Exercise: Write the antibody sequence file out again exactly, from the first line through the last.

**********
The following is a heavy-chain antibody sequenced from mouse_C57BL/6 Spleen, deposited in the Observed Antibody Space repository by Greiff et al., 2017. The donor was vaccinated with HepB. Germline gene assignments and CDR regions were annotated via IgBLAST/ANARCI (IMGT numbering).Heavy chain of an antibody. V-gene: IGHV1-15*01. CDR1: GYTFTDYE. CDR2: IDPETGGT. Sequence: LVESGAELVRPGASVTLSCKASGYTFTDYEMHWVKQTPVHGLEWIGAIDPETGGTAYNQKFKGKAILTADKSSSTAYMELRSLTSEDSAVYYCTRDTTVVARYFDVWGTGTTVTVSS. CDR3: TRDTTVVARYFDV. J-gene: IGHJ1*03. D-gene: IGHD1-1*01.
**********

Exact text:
The following is a heavy-chain antibody sequenced from mouse_C57BL/6 Spleen, deposited in the Observed Antibody Space repository by Greiff et al., 2017. The donor was vaccinated with HepB. Germline gene assignments and CDR regions were annotated via IgBLAST/ANARCI (IMGT numbering).Heavy chain of an antibody. V-gene: IGHV1-15*01. CDR1: GYTFTDYE. CDR2: IDPETGGT. Sequence: LVESGAELVRPGASVTLSCKASGYTFTDYEMHWVKQTPVHGLEWIGAIDPETGGTAYNQKFKGKAILTADKSSSTAYMELRSLTSEDSAVYYCTRDTTVVARYFDVWGTGTTVTVSS. CDR3: TRDTTVVARYFDV. J-gene: IGHJ1*03. D-gene: IGHD1-1*01.